The LaFayette Housing Authority hopes to open bidding this week for a $5 million contract to tear down 30 units of decrepit public housing on Foster Circle and replace it with environmentally friendly rental duplexes.
It's been a long time coming for the housing authority's Executive Director Ruth Bass.
"I am so excited. We have been working on this for years," Bass said. "It's been a process."
LaFayette Mayor Neal Florence said, "It's a pretty big project. It's going to be a much-improved [look] for that area."
The housing authority first applied in 2002 to build new units, but in 2004 the U.S. Department of Housing and Urban Development rejected the idea. LaFayette officials revived the application in 2008 -- and hit some bumps along the way.
The housing authority isn't asking for extra money for the project; it has saved $5 million by stashing away a portion of funding it gets annually from HUD for capital improvements and maintenance.
"I don't want any extra money," Bass said, explaining she needed only HUD's OK to proceed.
HUD approved the project, but then indicated last year that it wanted $2.8 million back. The federal agency was hurting for funding and trying to recapture money from housing authorities around the country, she said.
"I already had approval to do this," said Bass, explaining that allowed LaFayette to hang onto its $5 million.
Then, early this year, the LaFayette Housing Authority learned it would have to pay extra to dispose of asbestos in the floor tiles and mastic, or tile adhesive, and in the ceilings of the 30 two- and three-bedroom units it plans to demolish.
"I was just in tears," Bass said, when she first heard estimates that asbestos disposal could cost $500,000 to $1 million.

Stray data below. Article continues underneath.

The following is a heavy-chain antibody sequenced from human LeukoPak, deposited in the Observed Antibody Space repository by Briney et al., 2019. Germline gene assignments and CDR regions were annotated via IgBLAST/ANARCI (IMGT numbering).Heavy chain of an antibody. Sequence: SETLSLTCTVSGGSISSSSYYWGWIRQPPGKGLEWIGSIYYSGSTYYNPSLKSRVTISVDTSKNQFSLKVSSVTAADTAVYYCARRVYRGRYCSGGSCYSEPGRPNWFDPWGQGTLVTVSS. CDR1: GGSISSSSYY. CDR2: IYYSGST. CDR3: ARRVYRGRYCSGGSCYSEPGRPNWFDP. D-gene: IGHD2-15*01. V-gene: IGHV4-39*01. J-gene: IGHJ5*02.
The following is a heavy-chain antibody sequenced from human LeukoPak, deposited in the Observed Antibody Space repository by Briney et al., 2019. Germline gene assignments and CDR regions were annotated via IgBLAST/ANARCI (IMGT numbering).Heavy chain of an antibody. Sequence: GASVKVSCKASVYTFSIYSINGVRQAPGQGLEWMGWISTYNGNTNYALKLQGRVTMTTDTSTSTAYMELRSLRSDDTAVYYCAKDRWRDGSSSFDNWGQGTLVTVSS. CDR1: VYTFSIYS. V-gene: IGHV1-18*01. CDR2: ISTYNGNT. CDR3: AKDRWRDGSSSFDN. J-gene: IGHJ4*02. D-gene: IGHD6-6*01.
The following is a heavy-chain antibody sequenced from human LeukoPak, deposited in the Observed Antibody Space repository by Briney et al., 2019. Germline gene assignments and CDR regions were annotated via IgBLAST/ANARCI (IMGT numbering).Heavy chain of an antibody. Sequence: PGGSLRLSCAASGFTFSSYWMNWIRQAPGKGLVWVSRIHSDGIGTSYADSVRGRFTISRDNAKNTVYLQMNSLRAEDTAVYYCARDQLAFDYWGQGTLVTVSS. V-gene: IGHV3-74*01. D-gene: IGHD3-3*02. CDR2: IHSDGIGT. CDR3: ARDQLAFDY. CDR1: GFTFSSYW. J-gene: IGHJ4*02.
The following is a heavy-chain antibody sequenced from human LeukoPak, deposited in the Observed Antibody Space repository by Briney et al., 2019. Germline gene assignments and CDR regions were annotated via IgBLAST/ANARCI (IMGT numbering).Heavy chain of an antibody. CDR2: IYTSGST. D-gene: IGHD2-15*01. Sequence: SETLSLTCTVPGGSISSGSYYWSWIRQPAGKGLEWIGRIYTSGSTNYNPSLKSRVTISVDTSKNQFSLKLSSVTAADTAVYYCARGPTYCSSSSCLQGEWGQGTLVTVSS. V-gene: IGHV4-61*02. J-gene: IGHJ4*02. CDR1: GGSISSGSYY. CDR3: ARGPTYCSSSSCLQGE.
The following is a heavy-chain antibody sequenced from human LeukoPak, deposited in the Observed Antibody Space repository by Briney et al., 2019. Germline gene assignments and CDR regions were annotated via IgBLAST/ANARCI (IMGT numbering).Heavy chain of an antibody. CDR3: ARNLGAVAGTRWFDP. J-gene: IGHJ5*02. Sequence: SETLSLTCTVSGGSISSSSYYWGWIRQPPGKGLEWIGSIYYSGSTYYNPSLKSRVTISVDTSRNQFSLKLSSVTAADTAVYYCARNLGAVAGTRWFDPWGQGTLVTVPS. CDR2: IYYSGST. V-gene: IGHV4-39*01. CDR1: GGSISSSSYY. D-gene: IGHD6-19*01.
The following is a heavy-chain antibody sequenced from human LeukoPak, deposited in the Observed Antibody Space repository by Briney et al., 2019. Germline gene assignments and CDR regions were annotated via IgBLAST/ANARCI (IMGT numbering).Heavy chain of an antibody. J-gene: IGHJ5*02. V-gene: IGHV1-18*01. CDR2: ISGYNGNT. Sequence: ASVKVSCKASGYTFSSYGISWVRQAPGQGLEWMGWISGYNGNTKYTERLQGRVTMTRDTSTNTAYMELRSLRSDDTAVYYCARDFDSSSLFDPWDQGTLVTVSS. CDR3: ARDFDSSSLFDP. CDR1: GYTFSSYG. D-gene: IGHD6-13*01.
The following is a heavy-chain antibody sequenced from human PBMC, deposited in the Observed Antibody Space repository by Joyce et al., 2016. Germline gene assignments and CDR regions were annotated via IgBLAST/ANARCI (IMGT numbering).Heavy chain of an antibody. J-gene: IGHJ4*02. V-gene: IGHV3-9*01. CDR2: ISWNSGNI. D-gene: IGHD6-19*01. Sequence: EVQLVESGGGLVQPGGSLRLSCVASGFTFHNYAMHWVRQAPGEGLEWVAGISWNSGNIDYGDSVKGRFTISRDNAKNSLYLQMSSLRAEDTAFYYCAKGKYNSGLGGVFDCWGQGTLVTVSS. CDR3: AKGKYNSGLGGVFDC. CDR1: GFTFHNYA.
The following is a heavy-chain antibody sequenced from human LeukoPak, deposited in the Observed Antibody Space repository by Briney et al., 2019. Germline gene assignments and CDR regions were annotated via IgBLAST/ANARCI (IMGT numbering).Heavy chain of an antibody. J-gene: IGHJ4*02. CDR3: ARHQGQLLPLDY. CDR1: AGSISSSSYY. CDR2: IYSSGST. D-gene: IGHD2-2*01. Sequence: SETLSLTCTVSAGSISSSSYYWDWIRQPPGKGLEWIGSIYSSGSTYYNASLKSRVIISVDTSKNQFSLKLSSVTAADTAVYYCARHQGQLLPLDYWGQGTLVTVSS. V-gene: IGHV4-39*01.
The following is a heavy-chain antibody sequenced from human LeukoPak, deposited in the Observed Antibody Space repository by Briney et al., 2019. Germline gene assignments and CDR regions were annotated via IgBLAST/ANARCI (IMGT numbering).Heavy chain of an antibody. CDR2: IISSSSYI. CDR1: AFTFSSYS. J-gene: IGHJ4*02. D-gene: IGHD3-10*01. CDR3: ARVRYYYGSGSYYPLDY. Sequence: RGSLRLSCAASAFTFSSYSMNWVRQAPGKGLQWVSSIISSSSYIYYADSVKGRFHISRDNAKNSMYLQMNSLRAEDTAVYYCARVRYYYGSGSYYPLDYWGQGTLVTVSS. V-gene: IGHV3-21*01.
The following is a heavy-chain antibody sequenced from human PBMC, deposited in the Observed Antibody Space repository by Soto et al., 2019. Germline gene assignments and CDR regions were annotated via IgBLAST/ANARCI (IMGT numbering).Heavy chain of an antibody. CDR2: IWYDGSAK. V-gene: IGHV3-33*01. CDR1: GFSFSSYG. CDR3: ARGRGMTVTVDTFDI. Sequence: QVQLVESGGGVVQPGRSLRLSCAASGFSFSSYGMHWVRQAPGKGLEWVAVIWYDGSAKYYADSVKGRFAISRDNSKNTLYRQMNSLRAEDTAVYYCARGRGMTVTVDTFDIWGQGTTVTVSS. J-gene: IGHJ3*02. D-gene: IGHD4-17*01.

Upon further review, the estimated expense dropped to $200,000.
The housing authority's bid will seek one contractor to demolish the units, dispose of the debris and build the duplexes.
Seven of the duplexes will be built on Foster Circle and eight will be built on the housing authority's 2.5-acre parcel on the corner of Culberson and South Steele that formerly was the site of Hill High School, Bass said.
The Atlanta office of Lord Aeck & Sargent Architecture has designed environmentally friendly duplexes that will have Leadership in Energy and Environmental Design silver certification.
The green features will include formaldehyde-free cabinets and bamboo flooring, "tube lighting" or tube-shaped skylights that let in daylight, and tankless water heaters.
The duplexes also will have Hardie board fiber-cement siding, which will make them less conspicuous as public housing.
"These are going to look like private rental properties," Bass said.
The bid specifies that the contractor needs to have the project finished in a year, but Bass said all the work could be done in nine months.
The LaFayette Housing Authority has about 300 units of housing, and there's a waiting list to get in.
Tim Omarzu covers education for the Times Free Press. Omarzu is a longtime journalist who has worked as a reporter and editor at daily and weekly newspapers in Michigan, Nevada and California.